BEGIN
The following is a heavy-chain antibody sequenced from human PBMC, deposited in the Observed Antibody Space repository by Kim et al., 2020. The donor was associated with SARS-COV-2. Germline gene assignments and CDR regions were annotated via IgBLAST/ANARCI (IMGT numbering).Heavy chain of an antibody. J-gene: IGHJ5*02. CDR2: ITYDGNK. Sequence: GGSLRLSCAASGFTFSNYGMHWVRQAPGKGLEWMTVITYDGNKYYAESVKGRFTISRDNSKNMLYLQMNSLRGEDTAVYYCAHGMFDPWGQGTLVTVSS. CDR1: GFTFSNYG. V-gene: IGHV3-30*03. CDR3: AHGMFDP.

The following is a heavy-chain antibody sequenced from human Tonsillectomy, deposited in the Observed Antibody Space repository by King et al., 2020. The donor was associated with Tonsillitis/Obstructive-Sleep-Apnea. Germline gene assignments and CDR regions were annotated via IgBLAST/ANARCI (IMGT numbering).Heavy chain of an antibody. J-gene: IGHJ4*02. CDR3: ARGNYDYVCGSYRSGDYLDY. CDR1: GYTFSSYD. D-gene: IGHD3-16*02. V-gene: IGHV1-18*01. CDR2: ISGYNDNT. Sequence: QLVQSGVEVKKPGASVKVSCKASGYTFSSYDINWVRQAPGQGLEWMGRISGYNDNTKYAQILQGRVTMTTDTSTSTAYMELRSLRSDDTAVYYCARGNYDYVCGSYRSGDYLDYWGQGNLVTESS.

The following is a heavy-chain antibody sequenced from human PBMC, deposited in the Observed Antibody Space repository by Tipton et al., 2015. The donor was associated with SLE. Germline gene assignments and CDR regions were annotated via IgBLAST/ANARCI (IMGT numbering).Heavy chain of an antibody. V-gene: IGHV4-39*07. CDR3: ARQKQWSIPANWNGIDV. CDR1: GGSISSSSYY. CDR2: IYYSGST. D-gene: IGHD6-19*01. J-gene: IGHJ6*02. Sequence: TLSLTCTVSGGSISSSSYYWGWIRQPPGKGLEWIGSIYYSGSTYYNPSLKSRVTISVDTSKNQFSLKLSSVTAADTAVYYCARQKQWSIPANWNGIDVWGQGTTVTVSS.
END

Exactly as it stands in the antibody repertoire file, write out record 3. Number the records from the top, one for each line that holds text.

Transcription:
The following is a heavy-chain antibody sequenced from human PBMC, deposited in the Observed Antibody Space repository by Tipton et al., 2015. The donor was associated with SLE. Germline gene assignments and CDR regions were annotated via IgBLAST/ANARCI (IMGT numbering).Heavy chain of an antibody. V-gene: IGHV4-39*07. CDR3: ARQKQWSIPANWNGIDV. CDR1: GGSISSSSYY. CDR2: IYYSGST. D-gene: IGHD6-19*01. J-gene: IGHJ6*02. Sequence: TLSLTCTVSGGSISSSSYYWGWIRQPPGKGLEWIGSIYYSGSTYYNPSLKSRVTISVDTSKNQFSLKLSSVTAADTAVYYCARQKQWSIPANWNGIDVWGQGTTVTVSS.